- A unit of naval vessels
- A group of things, especially vehicles, traveling together
Throughout history, the sea was a dangerous place, and in many ways it still is. No matter how skilled a crew or stout a ship, alone it was often perilously prone to misfortune, whether by the elements or other seafarers. When a voyage held a lot at stake, instead of traveling alone, the safest bet to complete a task was to travel in an armada.
An armada usually means a group of military vessels that traverse the seas as a single unit. Historically, and still predominantly, armada has a close association with ships and military activity. However, it has since been loosened not only to mean a group of ships but any set of vehicles, or even inanimate objects or animals, in general. For instance, a group of parents shuttling their kids en masse from their soccer game to the pizza party afterward would constitute an armada just as much as a fleet of warships. The key sense that armada conveys is not just the abundance of the participants but the cohesion between them to form one unified force. Just like a nation is a single, encompassing group of people bound by a common purpose, so is an armada a singular, interdependent collection of moving objects with a shared mission. Additionally, it also implies a unit that is particularly large, powerful, or intimidating. A fleet is impressive, but an armada is truly formidable.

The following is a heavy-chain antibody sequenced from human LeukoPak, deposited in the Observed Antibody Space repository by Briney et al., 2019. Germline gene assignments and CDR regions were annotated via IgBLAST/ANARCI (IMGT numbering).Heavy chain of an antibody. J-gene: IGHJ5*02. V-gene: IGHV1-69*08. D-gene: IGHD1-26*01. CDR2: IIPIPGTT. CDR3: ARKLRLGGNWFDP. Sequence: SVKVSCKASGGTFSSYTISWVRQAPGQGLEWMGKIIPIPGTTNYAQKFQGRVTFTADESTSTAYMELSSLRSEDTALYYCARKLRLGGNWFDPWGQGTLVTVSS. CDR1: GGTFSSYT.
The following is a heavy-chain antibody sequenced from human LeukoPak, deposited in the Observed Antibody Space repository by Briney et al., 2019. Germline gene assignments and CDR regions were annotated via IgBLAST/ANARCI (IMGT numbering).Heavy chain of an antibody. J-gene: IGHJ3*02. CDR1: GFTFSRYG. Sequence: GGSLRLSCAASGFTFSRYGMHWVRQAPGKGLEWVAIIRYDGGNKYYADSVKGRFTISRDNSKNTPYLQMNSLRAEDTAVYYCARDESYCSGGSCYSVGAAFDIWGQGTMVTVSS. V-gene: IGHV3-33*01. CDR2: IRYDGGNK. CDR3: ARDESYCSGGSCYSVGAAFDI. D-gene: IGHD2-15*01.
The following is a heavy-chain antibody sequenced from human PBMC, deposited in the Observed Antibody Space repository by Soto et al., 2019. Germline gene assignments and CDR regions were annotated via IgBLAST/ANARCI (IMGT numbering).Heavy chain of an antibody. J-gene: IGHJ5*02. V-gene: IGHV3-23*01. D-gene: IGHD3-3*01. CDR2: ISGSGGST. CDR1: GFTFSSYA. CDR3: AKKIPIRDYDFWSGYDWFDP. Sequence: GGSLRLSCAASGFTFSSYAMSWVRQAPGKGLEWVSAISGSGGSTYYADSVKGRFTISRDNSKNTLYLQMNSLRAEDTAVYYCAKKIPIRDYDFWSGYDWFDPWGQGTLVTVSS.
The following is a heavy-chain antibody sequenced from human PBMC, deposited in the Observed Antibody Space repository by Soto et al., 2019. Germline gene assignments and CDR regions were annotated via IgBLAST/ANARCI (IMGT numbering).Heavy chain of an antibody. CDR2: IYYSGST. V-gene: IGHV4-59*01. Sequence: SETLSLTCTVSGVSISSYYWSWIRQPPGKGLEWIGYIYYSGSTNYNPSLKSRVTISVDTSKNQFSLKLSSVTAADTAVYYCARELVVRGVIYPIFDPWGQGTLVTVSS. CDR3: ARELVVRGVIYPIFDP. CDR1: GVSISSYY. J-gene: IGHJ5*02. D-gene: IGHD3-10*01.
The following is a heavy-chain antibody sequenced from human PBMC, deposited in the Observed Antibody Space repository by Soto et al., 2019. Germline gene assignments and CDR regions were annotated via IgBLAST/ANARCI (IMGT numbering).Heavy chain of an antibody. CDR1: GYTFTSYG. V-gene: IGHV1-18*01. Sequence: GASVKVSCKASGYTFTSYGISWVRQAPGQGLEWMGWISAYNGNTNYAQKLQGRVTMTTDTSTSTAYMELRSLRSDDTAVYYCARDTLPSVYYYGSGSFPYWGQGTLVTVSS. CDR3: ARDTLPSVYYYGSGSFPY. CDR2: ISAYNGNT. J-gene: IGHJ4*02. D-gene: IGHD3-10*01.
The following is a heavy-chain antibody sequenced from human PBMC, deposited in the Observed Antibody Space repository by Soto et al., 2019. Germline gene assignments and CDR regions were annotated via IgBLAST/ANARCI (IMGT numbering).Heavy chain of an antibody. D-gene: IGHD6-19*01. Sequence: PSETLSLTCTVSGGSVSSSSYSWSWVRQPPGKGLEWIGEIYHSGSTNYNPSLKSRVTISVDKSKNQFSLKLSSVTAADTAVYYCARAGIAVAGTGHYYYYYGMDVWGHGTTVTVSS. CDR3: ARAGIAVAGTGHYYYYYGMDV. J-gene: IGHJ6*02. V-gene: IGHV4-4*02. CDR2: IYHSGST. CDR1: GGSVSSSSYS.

Example: New Yorkers crowded the docks during Fleet Week to see the American armada arrive.
Example: The visiting dignitary arrived to the embassy in an armada of black SUVs.
The English use of the word armada as we know it today began in the late-16th century, appropriated wholesale from the mid-16th century Spanish word for "an armed force." Prior to this, it took the form of the Medieval Latin word of the same meaning, "armata," which was the feminine past participle of the Latin "armare," meaning "to arm."
From James D. Bradley's Flags of Our Fathers:
This giant fleet of American warships - a modern armada - churns across the ocean day and night for a journey of four thousand miles. It moves with the inevitability of a railroad schedule. It stops for nothing, it deviates for nothing.
Bradley leans on armada's reference to an especially imposing fleet when he uses it to describe the American naval unit as it sails the world's oceans.
- If a fleet is an armada, it is very well-armed.
Bring out the linguist in you! What is your own interpretation of armada. Did you use armada in a game? Provide an example sentence or a literary quote.